In the HIV-1 vaccine trial RV144 (ClinicalTrials.gov NCT00223080), ALVAC-HIV prime with an AIDSVAX® B/E boost reduced HIV-1 acquisition by an estimated 31% at 42 months post first vaccination [23–25]. Antibodies directed against the V1V2 epitope of the HIV-1 envelope protein gp120, likely induced by AIDSVAX® B/E, were associated with a decreased risk of HIV-1 acquisition [24, 26]. AIDSVAX® B/E contains two gp120 envelope glycoproteins, one from the subtype B HIV-1 MN isolate and one from the subtype CRF01_AE A244 isolate . The MN and A244 gp120 glycoproteins from AIDSVAX® B/E also each contain a highly conserved tag sequence consisting of the first 27 amino acids of HSV-1 gD (hereafter referred to as the gD peptide), which is used to facilitate expression and immunoaffinity purification during manufacturing [27, 28]. Due to cleavage of a signal sequence, the gD peptide is at the N terminus of the processed molecule. The HSV-1 gD peptide shares a high sequence identity with the HSV-2 gD peptide: specifically, 25/27 amino acids are identical. The only sequence differences occur at positions 7 (alanine to proline) and 21 (aspartic acid to asparagine) of the gD tag (Fig 1). This area is also known to be a defined T-cell epitope to HSV-2 as well as a target for a human monoclonal neutralizing antibody to gD2.
The amino acid sequences are shown in weblogos, depicting the different variants at each position as stacked symbols, with the height of each symbol indicating its relative frequency. Asterisks highlight the main differences between HSV-1 and HSV-2. Weblogos were constructed using .
Somewhat unusually, the gD peptide contains overlapping T-cell and B-cell epitopes [29–32]. Specifically, this region contains defined CD4+ T-cell epitopes in mice [33, 34] (of note, one of these can protect against lethal HSV-1 challenge ) and humans [36, 37] and multiple B-cell epitopes recognized by mouse monoclonal antibodies against gD [31, 32, 38]. Moreover, the gD peptide is also a target of human HSV-neutralizing antibodies .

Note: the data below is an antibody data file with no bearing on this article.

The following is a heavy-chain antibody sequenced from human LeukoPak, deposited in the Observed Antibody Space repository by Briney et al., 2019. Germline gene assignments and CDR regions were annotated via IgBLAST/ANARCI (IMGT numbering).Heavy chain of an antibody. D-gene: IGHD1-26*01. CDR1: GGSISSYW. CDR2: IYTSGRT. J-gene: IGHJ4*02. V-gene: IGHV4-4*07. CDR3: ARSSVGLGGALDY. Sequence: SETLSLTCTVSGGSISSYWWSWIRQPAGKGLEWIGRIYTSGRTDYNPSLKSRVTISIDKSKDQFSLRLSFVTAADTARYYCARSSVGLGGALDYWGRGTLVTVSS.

Although the AIDSVAX® B/E gp120 glycoproteins contained the HSV-1 rather than the HSV-2 gD peptide, studies in mice  and guinea pigs [17, 42–44] have demonstrated cross-type protection against HSV infection acquisition and/or symptomatic HSV disease after immunization with recombinant HSV gD. Moreover, prior HSV-1 infection appears to provide some degree of protection against the development of symptomatic HSV-2 disease in humans [45, 46]. Considering these findings, we designed a retrospective evaluation to determine if the AIDSVAX® B/E vaccine in the RV144 regimen elicited immune responses to HSV-2 and whether those immune responses could prevent HSV-2 acquisition. Women were preferentially selected for this analysis because of their possibly higher HSV-2 incidence  and because estimated VE against HSV-2 acquisition was higher in women than in men in a previous trial of a recombinant HSV-2 subunit vaccine . We evaluated baseline (date of first HIV vaccination) and week 78 HSV-2 infections in female vaccine and placebo recipients in RV144 to determine whether the induced anti-gD responses might have protected women against incident HSV-2 infection over the first 18 months after the first vaccination.
Materials and methods
Study population and procedures